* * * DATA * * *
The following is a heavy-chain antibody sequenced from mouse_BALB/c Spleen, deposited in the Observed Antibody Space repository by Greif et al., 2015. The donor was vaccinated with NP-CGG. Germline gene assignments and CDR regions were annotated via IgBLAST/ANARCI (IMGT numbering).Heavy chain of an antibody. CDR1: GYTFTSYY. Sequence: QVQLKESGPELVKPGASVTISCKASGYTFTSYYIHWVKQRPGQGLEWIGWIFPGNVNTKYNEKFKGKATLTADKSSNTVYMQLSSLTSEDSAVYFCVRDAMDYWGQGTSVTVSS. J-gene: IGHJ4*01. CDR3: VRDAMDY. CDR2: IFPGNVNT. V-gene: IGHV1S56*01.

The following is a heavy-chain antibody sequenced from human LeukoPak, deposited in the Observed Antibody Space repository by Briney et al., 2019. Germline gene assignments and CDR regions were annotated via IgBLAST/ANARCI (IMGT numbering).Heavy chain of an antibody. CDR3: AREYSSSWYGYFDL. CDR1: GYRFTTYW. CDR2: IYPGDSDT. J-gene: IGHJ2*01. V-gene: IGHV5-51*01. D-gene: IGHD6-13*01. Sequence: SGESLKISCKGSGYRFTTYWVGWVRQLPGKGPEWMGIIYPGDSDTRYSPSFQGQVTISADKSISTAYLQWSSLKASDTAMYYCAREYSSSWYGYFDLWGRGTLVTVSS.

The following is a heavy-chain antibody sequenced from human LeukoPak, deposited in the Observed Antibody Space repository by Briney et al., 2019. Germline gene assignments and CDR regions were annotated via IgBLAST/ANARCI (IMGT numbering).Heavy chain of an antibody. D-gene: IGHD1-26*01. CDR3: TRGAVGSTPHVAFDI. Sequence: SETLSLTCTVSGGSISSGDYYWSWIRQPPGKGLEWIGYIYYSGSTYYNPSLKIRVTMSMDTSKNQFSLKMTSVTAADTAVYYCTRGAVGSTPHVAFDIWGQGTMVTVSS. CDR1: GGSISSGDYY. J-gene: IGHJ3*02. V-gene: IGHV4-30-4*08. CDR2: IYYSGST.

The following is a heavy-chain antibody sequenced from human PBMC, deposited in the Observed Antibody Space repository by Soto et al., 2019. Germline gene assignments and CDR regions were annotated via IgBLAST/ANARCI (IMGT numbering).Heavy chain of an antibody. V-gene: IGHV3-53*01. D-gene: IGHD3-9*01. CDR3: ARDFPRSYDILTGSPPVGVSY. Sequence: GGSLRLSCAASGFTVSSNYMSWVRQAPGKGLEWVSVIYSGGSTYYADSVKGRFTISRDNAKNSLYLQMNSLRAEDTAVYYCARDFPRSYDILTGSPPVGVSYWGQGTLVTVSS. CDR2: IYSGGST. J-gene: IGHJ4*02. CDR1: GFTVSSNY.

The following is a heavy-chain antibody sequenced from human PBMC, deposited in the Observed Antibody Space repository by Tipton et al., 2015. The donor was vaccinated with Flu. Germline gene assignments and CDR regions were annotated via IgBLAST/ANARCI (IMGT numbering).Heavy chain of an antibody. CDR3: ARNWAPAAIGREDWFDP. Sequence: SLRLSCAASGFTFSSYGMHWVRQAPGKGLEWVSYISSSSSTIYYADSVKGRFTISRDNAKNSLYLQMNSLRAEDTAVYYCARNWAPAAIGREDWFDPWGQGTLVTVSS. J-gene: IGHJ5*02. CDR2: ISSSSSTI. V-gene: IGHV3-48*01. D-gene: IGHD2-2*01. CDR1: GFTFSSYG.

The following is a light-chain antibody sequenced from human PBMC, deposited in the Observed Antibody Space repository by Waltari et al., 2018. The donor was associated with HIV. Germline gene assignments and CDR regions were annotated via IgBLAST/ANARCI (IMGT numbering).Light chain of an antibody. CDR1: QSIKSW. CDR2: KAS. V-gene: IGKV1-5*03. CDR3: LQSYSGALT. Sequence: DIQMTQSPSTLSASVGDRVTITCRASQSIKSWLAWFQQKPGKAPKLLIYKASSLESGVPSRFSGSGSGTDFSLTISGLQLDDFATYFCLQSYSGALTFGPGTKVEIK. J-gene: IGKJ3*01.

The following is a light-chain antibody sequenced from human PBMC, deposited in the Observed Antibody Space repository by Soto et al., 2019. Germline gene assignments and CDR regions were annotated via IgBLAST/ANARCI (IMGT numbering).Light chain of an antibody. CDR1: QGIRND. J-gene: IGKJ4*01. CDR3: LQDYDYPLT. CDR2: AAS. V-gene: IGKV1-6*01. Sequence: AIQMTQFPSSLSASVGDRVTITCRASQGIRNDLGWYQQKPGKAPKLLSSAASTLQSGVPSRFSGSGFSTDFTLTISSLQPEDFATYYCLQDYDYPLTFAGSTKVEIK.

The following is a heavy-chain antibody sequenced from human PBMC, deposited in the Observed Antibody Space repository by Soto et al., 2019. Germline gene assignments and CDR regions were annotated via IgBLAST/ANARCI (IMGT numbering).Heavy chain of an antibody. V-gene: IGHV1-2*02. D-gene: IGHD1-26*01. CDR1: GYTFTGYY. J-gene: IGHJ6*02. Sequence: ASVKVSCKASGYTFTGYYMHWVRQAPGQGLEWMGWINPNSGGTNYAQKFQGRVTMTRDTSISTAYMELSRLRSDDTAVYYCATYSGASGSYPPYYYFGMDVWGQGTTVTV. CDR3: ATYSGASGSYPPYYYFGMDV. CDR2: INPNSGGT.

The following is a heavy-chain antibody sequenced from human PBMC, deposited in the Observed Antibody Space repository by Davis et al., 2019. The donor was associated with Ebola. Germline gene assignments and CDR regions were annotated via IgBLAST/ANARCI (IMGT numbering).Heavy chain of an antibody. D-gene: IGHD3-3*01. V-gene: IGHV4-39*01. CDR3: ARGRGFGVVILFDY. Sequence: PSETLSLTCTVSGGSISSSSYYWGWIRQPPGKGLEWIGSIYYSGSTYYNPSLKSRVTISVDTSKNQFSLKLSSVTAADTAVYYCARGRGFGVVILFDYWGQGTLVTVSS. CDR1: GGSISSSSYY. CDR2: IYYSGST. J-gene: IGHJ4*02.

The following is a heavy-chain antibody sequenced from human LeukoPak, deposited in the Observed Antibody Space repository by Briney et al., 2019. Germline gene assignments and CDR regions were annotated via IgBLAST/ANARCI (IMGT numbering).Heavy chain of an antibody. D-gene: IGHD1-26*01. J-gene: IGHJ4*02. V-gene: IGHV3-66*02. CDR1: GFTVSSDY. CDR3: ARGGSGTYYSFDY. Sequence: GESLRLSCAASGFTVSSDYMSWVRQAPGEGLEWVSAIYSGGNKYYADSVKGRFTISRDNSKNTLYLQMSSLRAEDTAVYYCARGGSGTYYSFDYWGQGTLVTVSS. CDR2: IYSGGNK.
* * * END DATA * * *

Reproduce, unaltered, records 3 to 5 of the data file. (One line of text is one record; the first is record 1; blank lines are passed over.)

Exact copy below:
The following is a heavy-chain antibody sequenced from human LeukoPak, deposited in the Observed Antibody Space repository by Briney et al., 2019. Germline gene assignments and CDR regions were annotated via IgBLAST/ANARCI (IMGT numbering).Heavy chain of an antibody. D-gene: IGHD1-26*01. CDR3: TRGAVGSTPHVAFDI. Sequence: SETLSLTCTVSGGSISSGDYYWSWIRQPPGKGLEWIGYIYYSGSTYYNPSLKIRVTMSMDTSKNQFSLKMTSVTAADTAVYYCTRGAVGSTPHVAFDIWGQGTMVTVSS. CDR1: GGSISSGDYY. J-gene: IGHJ3*02. V-gene: IGHV4-30-4*08. CDR2: IYYSGST.

The following is a heavy-chain antibody sequenced from human PBMC, deposited in the Observed Antibody Space repository by Soto et al., 2019. Germline gene assignments and CDR regions were annotated via IgBLAST/ANARCI (IMGT numbering).Heavy chain of an antibody. V-gene: IGHV3-53*01. D-gene: IGHD3-9*01. CDR3: ARDFPRSYDILTGSPPVGVSY. Sequence: GGSLRLSCAASGFTVSSNYMSWVRQAPGKGLEWVSVIYSGGSTYYADSVKGRFTISRDNAKNSLYLQMNSLRAEDTAVYYCARDFPRSYDILTGSPPVGVSYWGQGTLVTVSS. CDR2: IYSGGST. J-gene: IGHJ4*02. CDR1: GFTVSSNY.

The following is a heavy-chain antibody sequenced from human PBMC, deposited in the Observed Antibody Space repository by Tipton et al., 2015. The donor was vaccinated with Flu. Germline gene assignments and CDR regions were annotated via IgBLAST/ANARCI (IMGT numbering).Heavy chain of an antibody. CDR3: ARNWAPAAIGREDWFDP. Sequence: SLRLSCAASGFTFSSYGMHWVRQAPGKGLEWVSYISSSSSTIYYADSVKGRFTISRDNAKNSLYLQMNSLRAEDTAVYYCARNWAPAAIGREDWFDPWGQGTLVTVSS. J-gene: IGHJ5*02. CDR2: ISSSSSTI. V-gene: IGHV3-48*01. D-gene: IGHD2-2*01. CDR1: GFTFSSYG.